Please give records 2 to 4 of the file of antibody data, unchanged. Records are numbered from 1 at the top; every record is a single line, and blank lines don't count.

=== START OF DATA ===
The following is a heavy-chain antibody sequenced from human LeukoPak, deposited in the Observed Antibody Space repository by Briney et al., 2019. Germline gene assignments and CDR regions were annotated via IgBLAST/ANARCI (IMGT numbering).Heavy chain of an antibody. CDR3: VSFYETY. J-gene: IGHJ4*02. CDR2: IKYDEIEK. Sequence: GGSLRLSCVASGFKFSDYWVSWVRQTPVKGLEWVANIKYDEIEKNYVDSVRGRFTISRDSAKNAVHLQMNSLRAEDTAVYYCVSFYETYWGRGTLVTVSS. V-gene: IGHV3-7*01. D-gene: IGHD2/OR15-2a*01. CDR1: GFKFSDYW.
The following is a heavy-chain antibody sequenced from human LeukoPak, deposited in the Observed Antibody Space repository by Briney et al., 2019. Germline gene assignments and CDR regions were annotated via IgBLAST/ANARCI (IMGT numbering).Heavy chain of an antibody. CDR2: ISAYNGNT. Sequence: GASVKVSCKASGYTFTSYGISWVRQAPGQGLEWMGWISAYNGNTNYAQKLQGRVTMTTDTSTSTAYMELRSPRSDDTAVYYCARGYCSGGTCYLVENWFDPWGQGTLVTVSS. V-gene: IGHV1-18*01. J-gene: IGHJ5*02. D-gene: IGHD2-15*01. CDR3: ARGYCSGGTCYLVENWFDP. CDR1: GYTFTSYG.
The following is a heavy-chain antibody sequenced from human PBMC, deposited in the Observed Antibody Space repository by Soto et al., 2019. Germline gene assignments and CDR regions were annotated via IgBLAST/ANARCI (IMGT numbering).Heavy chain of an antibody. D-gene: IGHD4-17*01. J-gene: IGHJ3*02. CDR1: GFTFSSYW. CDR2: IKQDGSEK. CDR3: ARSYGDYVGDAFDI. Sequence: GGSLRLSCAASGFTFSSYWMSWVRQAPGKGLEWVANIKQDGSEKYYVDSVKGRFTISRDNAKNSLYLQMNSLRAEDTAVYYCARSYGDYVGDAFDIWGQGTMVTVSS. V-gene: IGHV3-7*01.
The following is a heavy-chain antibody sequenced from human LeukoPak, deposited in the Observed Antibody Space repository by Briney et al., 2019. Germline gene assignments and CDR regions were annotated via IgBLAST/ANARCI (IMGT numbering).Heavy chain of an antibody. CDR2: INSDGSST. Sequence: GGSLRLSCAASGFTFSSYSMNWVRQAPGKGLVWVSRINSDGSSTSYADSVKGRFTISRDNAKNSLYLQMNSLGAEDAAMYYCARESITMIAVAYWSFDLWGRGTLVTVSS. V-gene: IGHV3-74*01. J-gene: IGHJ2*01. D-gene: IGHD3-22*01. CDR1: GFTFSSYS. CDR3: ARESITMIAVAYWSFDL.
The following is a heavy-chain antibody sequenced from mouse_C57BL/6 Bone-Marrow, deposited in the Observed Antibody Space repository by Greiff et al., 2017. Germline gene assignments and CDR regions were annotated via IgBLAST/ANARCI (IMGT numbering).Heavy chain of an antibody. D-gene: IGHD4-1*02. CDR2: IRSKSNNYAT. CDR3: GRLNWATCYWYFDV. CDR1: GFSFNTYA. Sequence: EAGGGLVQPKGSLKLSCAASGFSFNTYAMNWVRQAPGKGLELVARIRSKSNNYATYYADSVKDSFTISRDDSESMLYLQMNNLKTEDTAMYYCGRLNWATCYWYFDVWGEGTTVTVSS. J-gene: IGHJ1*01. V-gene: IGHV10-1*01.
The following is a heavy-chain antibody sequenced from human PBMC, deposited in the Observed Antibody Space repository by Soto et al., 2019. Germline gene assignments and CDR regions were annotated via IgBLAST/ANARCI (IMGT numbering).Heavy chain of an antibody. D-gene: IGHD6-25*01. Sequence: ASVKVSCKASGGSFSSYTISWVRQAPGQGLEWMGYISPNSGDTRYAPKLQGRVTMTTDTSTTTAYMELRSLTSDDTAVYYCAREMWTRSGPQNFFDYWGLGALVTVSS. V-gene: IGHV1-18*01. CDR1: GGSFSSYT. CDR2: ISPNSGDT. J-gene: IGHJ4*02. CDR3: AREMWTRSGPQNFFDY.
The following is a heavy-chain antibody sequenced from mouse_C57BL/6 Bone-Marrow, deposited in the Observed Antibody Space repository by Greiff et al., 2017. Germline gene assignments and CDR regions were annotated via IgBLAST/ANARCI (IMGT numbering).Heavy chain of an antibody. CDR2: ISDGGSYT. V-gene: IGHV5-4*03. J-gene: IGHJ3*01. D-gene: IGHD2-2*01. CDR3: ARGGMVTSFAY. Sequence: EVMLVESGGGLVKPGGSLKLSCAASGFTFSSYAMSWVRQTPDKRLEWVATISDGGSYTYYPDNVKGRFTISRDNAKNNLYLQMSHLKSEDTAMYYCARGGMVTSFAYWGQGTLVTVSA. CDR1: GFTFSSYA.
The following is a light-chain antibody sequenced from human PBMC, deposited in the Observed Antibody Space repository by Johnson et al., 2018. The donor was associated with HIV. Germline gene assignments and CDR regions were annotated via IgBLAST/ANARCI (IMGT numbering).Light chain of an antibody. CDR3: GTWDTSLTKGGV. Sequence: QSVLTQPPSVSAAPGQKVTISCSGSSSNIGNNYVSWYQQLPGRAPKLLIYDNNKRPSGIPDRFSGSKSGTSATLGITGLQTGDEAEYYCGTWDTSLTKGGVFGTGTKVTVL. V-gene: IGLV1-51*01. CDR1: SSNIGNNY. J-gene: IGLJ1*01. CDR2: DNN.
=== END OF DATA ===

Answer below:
The following is a heavy-chain antibody sequenced from human LeukoPak, deposited in the Observed Antibody Space repository by Briney et al., 2019. Germline gene assignments and CDR regions were annotated via IgBLAST/ANARCI (IMGT numbering).Heavy chain of an antibody. CDR2: ISAYNGNT. Sequence: GASVKVSCKASGYTFTSYGISWVRQAPGQGLEWMGWISAYNGNTNYAQKLQGRVTMTTDTSTSTAYMELRSPRSDDTAVYYCARGYCSGGTCYLVENWFDPWGQGTLVTVSS. V-gene: IGHV1-18*01. J-gene: IGHJ5*02. D-gene: IGHD2-15*01. CDR3: ARGYCSGGTCYLVENWFDP. CDR1: GYTFTSYG.
The following is a heavy-chain antibody sequenced from human PBMC, deposited in the Observed Antibody Space repository by Soto et al., 2019. Germline gene assignments and CDR regions were annotated via IgBLAST/ANARCI (IMGT numbering).Heavy chain of an antibody. D-gene: IGHD4-17*01. J-gene: IGHJ3*02. CDR1: GFTFSSYW. CDR2: IKQDGSEK. CDR3: ARSYGDYVGDAFDI. Sequence: GGSLRLSCAASGFTFSSYWMSWVRQAPGKGLEWVANIKQDGSEKYYVDSVKGRFTISRDNAKNSLYLQMNSLRAEDTAVYYCARSYGDYVGDAFDIWGQGTMVTVSS. V-gene: IGHV3-7*01.
The following is a heavy-chain antibody sequenced from human LeukoPak, deposited in the Observed Antibody Space repository by Briney et al., 2019. Germline gene assignments and CDR regions were annotated via IgBLAST/ANARCI (IMGT numbering).Heavy chain of an antibody. CDR2: INSDGSST. Sequence: GGSLRLSCAASGFTFSSYSMNWVRQAPGKGLVWVSRINSDGSSTSYADSVKGRFTISRDNAKNSLYLQMNSLGAEDAAMYYCARESITMIAVAYWSFDLWGRGTLVTVSS. V-gene: IGHV3-74*01. J-gene: IGHJ2*01. D-gene: IGHD3-22*01. CDR1: GFTFSSYS. CDR3: ARESITMIAVAYWSFDL.